The veggie hash arrived five courses into a brunch-time cocktail pairing at Misery Loves Co. in Winooski — hunks of mushroom and cauliflower and strips of roasted bell pepper and onion, all mounded on a smear of verdant pesto. A pair of orange-yolked eggs slumped off the vegetables like the melting clocks in Salvador Dali's "The Persistence of Memory."
At my elbow was an unusual drink called "A Walk in the Woods." Made of gin, juniper, the bitter aperitif Byrrh and reduced mushroom stock, the earthy, woodsy concoction was a perfect complement to the hash. The fungus in the drink picked up the fungus in the food. The bitter components cut through the fat from the egg yolks, just as the latter streaked gold into the pesto's green.
Misery is one of a handful of Burlington-area restaurants that have made an art of creating food-friendly cocktails, with elements that echo ingredients on the plate or sharply counterpoint them. Other local purveyors of such drinks — which can be served alone or alongside a meal — include the Inn at Shelburne Farms, ArtsRiot and Juniper at Hotel Vermont.
A decade ago, pairing beer with food — instead of wine — was edgy. More recently, serving mixed drinks with meals has become a trend written up in places such as Epicurious.com and Food & Wine. Men's Fitness even described the creation of apt food and booze pairings as a surefire seduction technique (if only!).
The fad has a rational foundation. When pairing food with beer or wine, chefs are stuck with what comes out of the bottle. If they think a wine could use a little more acidity, they can't stir in some lemon juice and call it a day. Bartenders, on the other hand, can tailor drinks to the flavor profiles in a given dish.
"There's more control with cocktails," explains Laura Wade, co-owner of Misery. She adds, "Our cocktails are culinarily driven. We craft them the same way we make our food."
That means taking available seasonal ingredients — often kitchen byproducts such as fermented beet juice, whey and egg whites — and working them into the drinks.
At that same brunch, fermented beet juice showed up in a bright pink drink that came out alongside a half-dozen oysters. Like mignonette sauce — the blend of vinegar, shallot and pepper typically served alongside raw mollusks — the cocktail had an acidity that went nicely with the brine.
A white rum, grapefruit and oregano drink — in a glass rinsed with anise-scented Pastis — appeared with a plate of homemade tater tots. The latter were topped with cured arctic char, crème fraîche and a scattering of herbs and seeds. The aroma of licorice and green herbs united the food and drink in a surprising, powerful and lovely combination.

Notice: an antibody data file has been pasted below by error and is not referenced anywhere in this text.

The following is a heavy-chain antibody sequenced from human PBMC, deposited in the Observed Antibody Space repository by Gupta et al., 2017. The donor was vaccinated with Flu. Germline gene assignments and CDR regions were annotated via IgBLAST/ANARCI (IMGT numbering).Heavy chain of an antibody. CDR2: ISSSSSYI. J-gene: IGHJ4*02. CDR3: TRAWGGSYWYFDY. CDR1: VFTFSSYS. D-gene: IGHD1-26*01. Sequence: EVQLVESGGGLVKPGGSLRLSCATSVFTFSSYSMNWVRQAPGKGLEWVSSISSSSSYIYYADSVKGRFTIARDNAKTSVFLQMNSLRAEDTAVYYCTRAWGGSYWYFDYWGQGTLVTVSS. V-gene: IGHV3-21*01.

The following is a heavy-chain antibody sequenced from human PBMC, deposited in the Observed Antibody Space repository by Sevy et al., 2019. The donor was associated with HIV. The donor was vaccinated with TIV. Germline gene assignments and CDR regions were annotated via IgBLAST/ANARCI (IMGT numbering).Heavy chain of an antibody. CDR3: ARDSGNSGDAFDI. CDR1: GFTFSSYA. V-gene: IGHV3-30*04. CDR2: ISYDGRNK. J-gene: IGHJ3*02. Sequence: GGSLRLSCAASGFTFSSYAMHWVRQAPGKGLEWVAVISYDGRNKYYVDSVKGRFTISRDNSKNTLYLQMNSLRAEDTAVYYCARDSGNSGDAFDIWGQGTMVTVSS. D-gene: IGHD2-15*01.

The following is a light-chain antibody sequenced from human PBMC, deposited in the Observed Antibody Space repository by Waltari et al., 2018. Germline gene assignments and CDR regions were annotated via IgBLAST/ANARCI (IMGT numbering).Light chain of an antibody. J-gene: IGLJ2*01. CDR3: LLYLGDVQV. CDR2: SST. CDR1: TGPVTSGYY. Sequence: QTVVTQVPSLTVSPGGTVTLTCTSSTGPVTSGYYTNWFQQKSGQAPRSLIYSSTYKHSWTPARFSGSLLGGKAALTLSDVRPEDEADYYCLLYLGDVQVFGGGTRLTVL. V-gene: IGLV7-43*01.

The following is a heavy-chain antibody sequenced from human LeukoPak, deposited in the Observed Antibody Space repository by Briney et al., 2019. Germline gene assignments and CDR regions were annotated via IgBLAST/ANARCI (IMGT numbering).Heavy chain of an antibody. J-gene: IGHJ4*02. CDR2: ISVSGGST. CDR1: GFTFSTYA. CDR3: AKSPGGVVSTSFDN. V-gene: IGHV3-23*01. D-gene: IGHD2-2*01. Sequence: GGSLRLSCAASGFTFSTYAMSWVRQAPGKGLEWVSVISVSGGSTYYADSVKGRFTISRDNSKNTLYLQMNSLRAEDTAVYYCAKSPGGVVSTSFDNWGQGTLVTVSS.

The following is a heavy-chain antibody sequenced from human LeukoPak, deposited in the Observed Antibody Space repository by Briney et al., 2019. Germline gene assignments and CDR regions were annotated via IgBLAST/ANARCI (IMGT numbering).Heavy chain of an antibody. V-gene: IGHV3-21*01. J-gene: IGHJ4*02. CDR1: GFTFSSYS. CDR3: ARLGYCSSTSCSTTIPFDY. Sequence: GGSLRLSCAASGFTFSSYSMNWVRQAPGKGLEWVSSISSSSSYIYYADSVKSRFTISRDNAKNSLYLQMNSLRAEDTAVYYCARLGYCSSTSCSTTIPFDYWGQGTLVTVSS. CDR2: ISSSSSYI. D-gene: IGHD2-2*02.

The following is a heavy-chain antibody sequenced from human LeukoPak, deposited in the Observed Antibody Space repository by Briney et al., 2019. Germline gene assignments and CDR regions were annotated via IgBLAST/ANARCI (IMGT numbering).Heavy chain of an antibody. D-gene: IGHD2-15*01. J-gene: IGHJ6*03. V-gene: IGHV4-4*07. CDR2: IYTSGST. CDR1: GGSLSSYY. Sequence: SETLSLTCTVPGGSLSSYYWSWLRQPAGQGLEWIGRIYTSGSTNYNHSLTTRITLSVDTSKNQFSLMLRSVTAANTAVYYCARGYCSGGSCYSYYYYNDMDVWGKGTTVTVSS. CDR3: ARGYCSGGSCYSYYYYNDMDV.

Another local chef who takes a culinary approach to the craft of mixing cocktails is Aaron Wisniewski, who's also a certified sommelier and bartender. He and his brother, Sam, own Alice & the Magician Cocktail Apothecary in Burlington. Using a proprietary method, the Wisniewskis create fragrances that can be sprayed on drinks — or plates of food. Want the aroma of celery without the crunch? A little spritz from a bottle does the trick.
In addition to customizing fragrances for bartenders, weddings and more, the Wisniewskis tend bar at local events and do food-pairing dinners with area chefs. Most recently, they partnered with Hen of the Wood in Burlington for an Alice's Adventures in Wonderland-themed dinner, serving a bevy of unusual drinks to match food from chef Jordan Ware.
For instance, a steaming cast-iron teapot held a green potion chilled with dry ice and made with cucumber, lemon and lime juice that had been spritzed just before serving with a fragrant spray called Southeast Asian Flavor Elixir. The Wisniewskis' concoction accompanied a tender octopus tentacle garnished with cucumber slices, a piece of cured pork cheek and scallion. The cucumber on the plate danced with the cucumber in the drink.
"I like to work from food," Aaron Wisniewski says. "[I] have the chef build a menu, and I build cocktails around it."
Instead of making drinks that are perfectly balanced in themselves and then trying to match them with food, he designs beverages that mesh with the flavors of a dish but are still delicious on their own. Wade takes a similar approach. When pairing is done well, the drink can function as "a satellite to the plate," she says.
Wisniewski likes that cocktails offer a broader palate than other alcoholic drinks. "When you're doing beer or wine, you're kind of handcuffed to sour, bitter and sometimes sweet," he notes. "If you're designing cocktails, you have salty, sweet, sour, bitter and umami. You have a bigger palate to work with."
The current trendiness of cocktail and food pairing poses the threat that people will overdo it. (Remember when chefs turned everything into foam, and put foam on everything?) Because booze can clobber the palate, it's imperative that drinks be mixed deftly, with deference to the food. Just as precise control over the finished product can foster subtle, playful pairings, so an inelegant coupling can crush a good dish.